Yuki Bhambri wins Pune Challenger

The win was the World No. 105’s fifth Challenger title (second this year) and come Monday, when the ATP rankings are released, he will reach a second career-high position in three weeks.

Yuki Bhambri with Ramesh Krishnan, who was the chief guest.

Yuki Bhambri with the trophy.

In many ways, tennis is like a jigsaw puzzle. It is as much a test of intelligence as anything else. Yuki Bhambri was always known to possess court craft. On Saturday, he took it to the next level as he beat Russian Evgeny Donskoy 6-2, 7-6 (4) to win the $50,000 KPIT ATP Challenger.

The win was the World No. 105’s fifth Challenger title (second this year) and come Monday, when the ATP rankings are released, he will reach a second career-high position in three weeks.

“I have had a great second half after the US Open,” said Bhambri. “Four or five tournaments I have played, I have challenged for the title. It’s been in different countries and at bigger events.”

“This year has by far been the best year. I broke into the top 100 and should remain there for a couple of months at least.”

The match too was Bhambri’s best in this tournament. At the start of 2015, he had particularly stressed on the importance of having a good serve. On the final day, his service game was immaculate. He hit eight aces, won 30 of 35 first serve points and conceded only one break point.

“It was high percentage,” he said. “It means a lot of free points. Anytime I am able to do that, I am in control. I have a good return game. The days I serve well are the days when I feel I have a good chance no matter who I play.”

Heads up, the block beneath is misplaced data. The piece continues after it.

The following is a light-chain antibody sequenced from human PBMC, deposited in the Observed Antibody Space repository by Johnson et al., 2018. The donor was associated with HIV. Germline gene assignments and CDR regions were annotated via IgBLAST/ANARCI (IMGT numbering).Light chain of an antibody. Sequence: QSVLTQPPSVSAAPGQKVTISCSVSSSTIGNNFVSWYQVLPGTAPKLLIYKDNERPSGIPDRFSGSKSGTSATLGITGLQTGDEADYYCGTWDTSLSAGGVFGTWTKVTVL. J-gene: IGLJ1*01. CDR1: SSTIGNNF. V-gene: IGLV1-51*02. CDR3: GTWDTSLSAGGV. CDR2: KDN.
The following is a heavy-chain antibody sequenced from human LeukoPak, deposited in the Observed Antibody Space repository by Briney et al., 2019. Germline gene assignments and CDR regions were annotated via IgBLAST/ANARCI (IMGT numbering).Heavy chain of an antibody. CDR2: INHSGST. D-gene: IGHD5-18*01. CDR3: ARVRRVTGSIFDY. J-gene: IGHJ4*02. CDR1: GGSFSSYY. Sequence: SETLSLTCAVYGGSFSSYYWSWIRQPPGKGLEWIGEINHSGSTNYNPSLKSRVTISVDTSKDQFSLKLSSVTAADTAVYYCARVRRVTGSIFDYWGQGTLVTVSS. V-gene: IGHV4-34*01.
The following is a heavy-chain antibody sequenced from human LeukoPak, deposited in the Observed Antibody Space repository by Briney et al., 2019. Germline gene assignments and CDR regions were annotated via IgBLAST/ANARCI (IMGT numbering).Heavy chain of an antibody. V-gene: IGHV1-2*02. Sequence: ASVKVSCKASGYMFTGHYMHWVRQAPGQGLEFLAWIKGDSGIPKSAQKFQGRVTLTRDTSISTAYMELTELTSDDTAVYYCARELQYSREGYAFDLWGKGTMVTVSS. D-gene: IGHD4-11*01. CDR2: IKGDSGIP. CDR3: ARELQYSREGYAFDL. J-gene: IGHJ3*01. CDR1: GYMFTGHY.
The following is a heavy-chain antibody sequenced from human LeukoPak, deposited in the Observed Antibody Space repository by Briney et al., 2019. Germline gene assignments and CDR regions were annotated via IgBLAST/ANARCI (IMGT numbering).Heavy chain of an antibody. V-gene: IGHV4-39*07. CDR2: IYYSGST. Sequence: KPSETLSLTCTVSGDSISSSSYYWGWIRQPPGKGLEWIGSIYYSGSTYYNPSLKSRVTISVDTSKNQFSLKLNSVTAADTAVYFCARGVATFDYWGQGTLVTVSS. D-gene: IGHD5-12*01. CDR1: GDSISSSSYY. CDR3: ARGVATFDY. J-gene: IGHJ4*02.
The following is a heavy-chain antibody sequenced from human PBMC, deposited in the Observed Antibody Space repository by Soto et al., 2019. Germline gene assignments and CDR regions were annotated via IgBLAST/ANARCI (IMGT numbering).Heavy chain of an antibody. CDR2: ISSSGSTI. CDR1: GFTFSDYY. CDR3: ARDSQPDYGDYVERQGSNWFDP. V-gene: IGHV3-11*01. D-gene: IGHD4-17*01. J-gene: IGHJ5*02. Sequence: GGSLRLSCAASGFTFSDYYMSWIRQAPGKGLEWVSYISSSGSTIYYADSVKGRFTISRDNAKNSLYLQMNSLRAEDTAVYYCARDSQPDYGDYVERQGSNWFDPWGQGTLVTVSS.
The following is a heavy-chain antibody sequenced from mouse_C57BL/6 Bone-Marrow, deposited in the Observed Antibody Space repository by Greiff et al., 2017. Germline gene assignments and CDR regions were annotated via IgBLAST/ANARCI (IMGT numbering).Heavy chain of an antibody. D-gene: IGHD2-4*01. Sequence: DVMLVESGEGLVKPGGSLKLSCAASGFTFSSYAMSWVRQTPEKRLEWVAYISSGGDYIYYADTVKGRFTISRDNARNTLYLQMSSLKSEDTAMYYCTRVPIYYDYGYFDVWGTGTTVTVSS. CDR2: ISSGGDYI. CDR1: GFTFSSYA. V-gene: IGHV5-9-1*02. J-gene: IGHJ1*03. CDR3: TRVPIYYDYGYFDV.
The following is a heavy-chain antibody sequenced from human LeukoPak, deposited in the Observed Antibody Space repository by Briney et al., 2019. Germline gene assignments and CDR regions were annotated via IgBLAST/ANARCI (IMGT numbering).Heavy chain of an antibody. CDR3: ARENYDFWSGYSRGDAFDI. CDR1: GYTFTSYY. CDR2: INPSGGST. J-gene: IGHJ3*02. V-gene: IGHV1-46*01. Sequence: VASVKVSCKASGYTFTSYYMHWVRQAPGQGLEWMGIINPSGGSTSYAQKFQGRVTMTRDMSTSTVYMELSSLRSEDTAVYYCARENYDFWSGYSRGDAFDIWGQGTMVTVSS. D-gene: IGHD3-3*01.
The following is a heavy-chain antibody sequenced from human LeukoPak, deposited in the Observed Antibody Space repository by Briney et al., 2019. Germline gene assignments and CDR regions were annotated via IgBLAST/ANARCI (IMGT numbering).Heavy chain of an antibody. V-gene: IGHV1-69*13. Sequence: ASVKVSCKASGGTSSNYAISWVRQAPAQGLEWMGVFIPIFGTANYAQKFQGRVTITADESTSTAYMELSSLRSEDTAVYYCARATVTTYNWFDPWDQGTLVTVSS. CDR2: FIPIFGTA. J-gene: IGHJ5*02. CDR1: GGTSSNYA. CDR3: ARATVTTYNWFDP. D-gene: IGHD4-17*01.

Like most players this week, including Bhambri, Donskoy struggled to control his shots. His is an inherently aggressive game but the high bounce and faster courts ensured that the errors were accentuated. Bhambri too did his bit by denying him time on the ball.

After having been broken in the very first game, he slipped further to 4-1 when three of his shots sailed long. He never recovered from there and his frustration was evident when down a set point, he squatted away a body serve to hasten the end of the set.

It seemed curtains for the 25-year-old when he presented Bhambri with two break points at 2-2 in the second set. But the Indian’s inability to convert led to the Russian getting his nose slightly in front, going ahead 5-2.

Barely had Donskoy sniffed an opportunity, Bhambri came right back. He served two aces to hold to 3-5. Three unforced errors and a double fault by his opponent made it 4-5. His hold to 5-5 – the best of the evening – had two aces and two pin-point body serves each.

Five unforced errors, a double-fault and an inch-perfect forehand winner near the right tramline gave Bhambri the seven tie-break points.

Result: Yuki Bhambri bt Evgeny Donskoy (Rus) 6-2, 7-6 (4).

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